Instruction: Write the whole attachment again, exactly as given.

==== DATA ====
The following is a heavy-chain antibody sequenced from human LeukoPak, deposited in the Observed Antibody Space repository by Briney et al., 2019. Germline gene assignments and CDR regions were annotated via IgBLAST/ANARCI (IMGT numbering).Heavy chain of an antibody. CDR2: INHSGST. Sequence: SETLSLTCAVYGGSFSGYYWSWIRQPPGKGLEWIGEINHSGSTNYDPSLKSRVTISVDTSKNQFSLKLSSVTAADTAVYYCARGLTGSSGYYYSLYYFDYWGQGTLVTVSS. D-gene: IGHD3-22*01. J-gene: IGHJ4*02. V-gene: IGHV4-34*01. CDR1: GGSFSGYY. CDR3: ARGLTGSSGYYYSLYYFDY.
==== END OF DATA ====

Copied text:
The following is a heavy-chain antibody sequenced from human LeukoPak, deposited in the Observed Antibody Space repository by Briney et al., 2019. Germline gene assignments and CDR regions were annotated via IgBLAST/ANARCI (IMGT numbering).Heavy chain of an antibody. CDR2: INHSGST. Sequence: SETLSLTCAVYGGSFSGYYWSWIRQPPGKGLEWIGEINHSGSTNYDPSLKSRVTISVDTSKNQFSLKLSSVTAADTAVYYCARGLTGSSGYYYSLYYFDYWGQGTLVTVSS. D-gene: IGHD3-22*01. J-gene: IGHJ4*02. V-gene: IGHV4-34*01. CDR1: GGSFSGYY. CDR3: ARGLTGSSGYYYSLYYFDY.